Though the music industry may seem like a well-oiled machine, operating on every platform consumers are interested in, its initial move onto the digital scene was far from the capitalist dream it may appear to be today…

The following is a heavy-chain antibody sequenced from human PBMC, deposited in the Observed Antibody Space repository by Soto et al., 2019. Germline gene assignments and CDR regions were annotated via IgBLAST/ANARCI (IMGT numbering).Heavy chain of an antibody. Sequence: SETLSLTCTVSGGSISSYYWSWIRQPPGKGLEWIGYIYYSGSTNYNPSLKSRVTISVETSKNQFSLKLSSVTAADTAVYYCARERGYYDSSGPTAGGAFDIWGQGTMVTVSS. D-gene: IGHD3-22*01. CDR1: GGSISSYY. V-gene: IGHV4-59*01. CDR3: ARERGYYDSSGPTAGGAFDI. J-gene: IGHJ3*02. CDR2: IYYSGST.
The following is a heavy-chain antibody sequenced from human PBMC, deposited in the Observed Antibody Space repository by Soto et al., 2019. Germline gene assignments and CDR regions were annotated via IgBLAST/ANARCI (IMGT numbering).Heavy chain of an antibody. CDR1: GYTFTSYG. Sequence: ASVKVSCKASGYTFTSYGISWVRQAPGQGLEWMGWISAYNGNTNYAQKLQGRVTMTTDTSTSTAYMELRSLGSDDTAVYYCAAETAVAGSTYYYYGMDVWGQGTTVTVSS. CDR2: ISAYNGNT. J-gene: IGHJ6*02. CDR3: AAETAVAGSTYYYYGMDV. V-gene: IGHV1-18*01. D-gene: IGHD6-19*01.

The early 2000’s was the advent of digital piracy, by this I mean the act of downloading copyrighted material such as movies, music and games onto your computer from a website or programme. It was perhaps one of the first times that entertainment companies and governments alike realised the potential anarchy that the internet could house if not properly monitored or moderated. Free online services like Napster (offering the sharing of songs from computer to computer) thrived in the unpoliced world until it was sued by artists such as Metallica and Dr. Dre as well as a few record companies. Though Napster closed its illegal doors in 2001, (ironically it is now a legal streaming service itself after being bought by Rhapsody) piracy is still alive and well today, but something has been able to make people not want to use such illegitimate means of obtaining their music. This praised pirate killer is streaming services such as Spotify, Deezer and Tidal – offering unlimited listening to a huge bank of songs and artists instantaneously for a monthly fee. Most of these services also offer free trials or versions that contain adverts every few songs or limited listening. Previously, it was seemingly very easy to get your hands on a few songs or even an album from illegal pirate websites, (though in the early day’s internet speeds were not too great, meaning you may have to wait hours or more for your desired torrent, however this slowly became less of a problem over the years) but streaming services are built for accessibility with dedicated servers bringing you literal tidal waves, if you’ll excuse the pun, of music within seconds. Suddenly all that searching for a quick and safe download doesn’t seem so tempting… It seems as if streaming services became a saviour for copyright infringement, but if it sounds too good to be true, it probably is. For the consumer we see no issue, we pay a fee and get access to all the music we could wish for through legal means. I say legally because royalties go to the artist every time one of their songs is streamed. Streaming companies pay these royalties to the rights holders from the money they generate from adverts and the membership payments from customers – the issue is how much they pay the owners of the music. The main offender you’ll see most people cite is the biggest, most successful streamer: Spotify. The Swedish company seems to pay out so little that, in 2014, Taylor Swift made the move to pull her discography from Spotify. For such a big artist to do this was a bold move and her high status did bring this out as a problem to the world. In 2017, though, it seems that Taylor Swift and other artists who boycotted Spotify have had to bend the knee, so to speak, and give their work up to the company. Swift released a statement on twitter on the 9th June 2017 that “In celebration of 1989 [Swift’s fifth studio album] selling over 10 million albums worldwide…Taylor wants to thank her fans by making her entire back catalogue to all streaming services”. Seemingly as a gift to her fans, though as some Twitter users pointed out in reply to her tweet, they still must pay to access these services in their full capacity… It’s not doubtful to assume that she would have been under a lot of pressure on this topic from her record label and her own team as much of her fellow pop stars and competition would be more accessible to a wider audience than she would. Streaming has only got bigger and bigger in the few years that she was not on streaming services, but unfortunately, it seemed that the pay for artists was remaining relatively low, reportedly between $0.006 and $0.0084 per play. Other artists have also felt the pressure, such as The Black Keys in 2016, who had a similar stance to Swift on the matter, also put their music on Spotify after five years of avoiding it out of disagreement with the company. The consensus of the band and others alike is that it is surely better to have your music where millions can hear it easily – as in the end, listeners are what keep artists alive. In the past, recorded music was the largest part of the music industry, but that is changing – perhaps partly due to Spotify. A lot of the money is switching to come from the live shows, merchandise, TV rights and all the other ways we love to consume our favourite artists. It’s hard to accept – with it being reported that the largest record labels remain on month-by-month contracts and negotiations with Spotify. Streaming did help put a stop to widespread piracy, but before it could shake hands with the companies it aided, it created more problems for them.